Sep 18 2012 By David Baker, Harrow Observer
Hillsborough victim Vicky Hicks
THREE years ago, more than 10,000 people gathered at Liverpool FC's Anfield home to remember the 96 fans killed at Hillsborough 20 years ago. Among those who died during that tragic FA Cup semi-final were two young girls from Pinner.
Pinner Observer reporter David Baker spoke to the girls' dad, Trevor Hicks, who was also at the ground, about that fateful day and the importance of remembering those who died two decades later
On April 15, 1989 Trevor Hicks, his wife Jenni and their two daughters Vicky and Sarah were looking forward to a family day out to watch their beloved Liverpool FC.
The four were avid football fans who made the long trip from Pinner to Merseyside every other week as season ticket holders in the famed Kop end at Anfield.
So when the Reds progressed to the semi-final of the FA Cup that year the four were always likely to get their hands on tickets for the tie against Nottingham Forest, held at Sheffield Wednesday's Hillsborough ground.
But 20 years on, it is a set of tickets Trevor has spent every day since wishing they had never bought.
At that game thousands of Liverpool fans were guided into crowded pens and crushed up against 10ft high spiked metal bars.
As a result 96 people, including Trevor's two daughters, were killed. Another 750 were injured.
Trevor said: "Of course I have spent a lot of time thinking 'what if?'. What if we didn't get tickets, what if I hadn't bought a coffee five minutes before the game and not been separated from them, what if only one of them had died?
"But I could do this about everything and it wouldn't bring them back.
"The fact is the girls loved going to watch Liverpool. It was one thing we all did as a family and it was great to spend time together."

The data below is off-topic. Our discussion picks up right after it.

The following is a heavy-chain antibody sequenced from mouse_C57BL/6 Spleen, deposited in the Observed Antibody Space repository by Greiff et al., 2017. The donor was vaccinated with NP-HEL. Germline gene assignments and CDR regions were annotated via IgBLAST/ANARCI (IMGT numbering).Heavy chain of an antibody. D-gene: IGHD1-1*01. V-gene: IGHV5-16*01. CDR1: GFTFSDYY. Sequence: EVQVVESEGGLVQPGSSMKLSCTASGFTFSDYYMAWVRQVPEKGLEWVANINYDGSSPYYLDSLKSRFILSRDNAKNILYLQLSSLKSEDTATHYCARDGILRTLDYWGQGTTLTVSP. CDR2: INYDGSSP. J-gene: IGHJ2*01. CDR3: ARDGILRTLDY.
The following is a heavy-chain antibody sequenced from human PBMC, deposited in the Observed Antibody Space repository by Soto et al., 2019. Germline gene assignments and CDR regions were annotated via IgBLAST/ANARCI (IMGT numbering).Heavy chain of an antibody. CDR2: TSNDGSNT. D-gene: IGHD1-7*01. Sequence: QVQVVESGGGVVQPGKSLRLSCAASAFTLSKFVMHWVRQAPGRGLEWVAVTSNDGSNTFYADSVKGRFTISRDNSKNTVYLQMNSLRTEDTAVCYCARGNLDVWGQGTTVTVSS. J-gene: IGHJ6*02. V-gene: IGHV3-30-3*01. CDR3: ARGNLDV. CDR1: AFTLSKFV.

Jenni had got a ticket in a different stand to her daughters and Trevor - who had tickets for the now infamous Leppings Lane terrace.
Once there Trevor, now 63, went to get a coffee while his daughters joined up with friends. He added: "They had a lot of friends at the ground like always, so it was fairly typical of them to want to dump the old fella.
"Of course it was in a light-hearted way and so we waved each other off, the two of them going in to the ground and me going for a coffee.
"When I got in I looked at the pen they were in, which by the way is the only word to describe it because they were penned in like animals; it was clear that something was wrong.
"The section I was in was pretty much empty - it was disgusting.
"I saw Victoria being passed over the fence and on to the pitch so I managed to make my way down to see if she was okay.
"When I got down there both my girls were lying yards from each other."
With the help of a man who turned out to be a doctor, Trevor did his best to resuscitate them. But because only one ambulance was able to make it on to the pitch, he was left with the impossible decision of whether to go in the ambulance with Vicky or stay with Sarah.
He got in the ambulance knowing Sarah was being tended to by a doctor, but tragically neither survived.
For the next six months Trevor says he could not get the taste of Vicky's vomit from his mouth, and he was eventually diagnosed with post-traumatic stress disorder.
Less than a year later the grief proved too much for him and Jenni to cope with and the two went their separate ways, moving away from their family home in White Craig Close, Pinner - a move that was difficult for him.
He adds: "Pinner holds a great place in my heart because it was where we were as a family, where the girls grew up and where we have a lot of fond memories.
"The girls had a lot of close friends in the area and obviously went to school there.
"Everyone in Pinner thought we were mad travelling all that way all the time and the girls were always known as the 'London Kop' because of their roots in Pinner."
Vicky and Sarah attended Longfield First and Middle School in Pinner, before going to the prestigious Haberdashers' Aske's school for girls in Hertfordshire.
Vicky, who was 15 when she died, was still a pupil there, while Sarah, who had celebrated her 19th birthday just five days earlier, had been studying at Liverpool University.
Sarah was a straight A student who turned down a place at Oxford, while Vicky was on a similar path.
And while Trevor says the phrase "would have been" is something that never seems to go away the one thing he was sure of was the support he received on the 20th anniversary of their death.
He said: "The support has been incredible and the attention the anniversary of Hillsborough has attracted has been fantastic.
"A lot of new football fans, who are from a completely new generation, realise the devastation of Hillsborough, and hopefully it is something that will never be forgotten.
"It is because of Hillsborough that these fans can feel a sense of safety at games."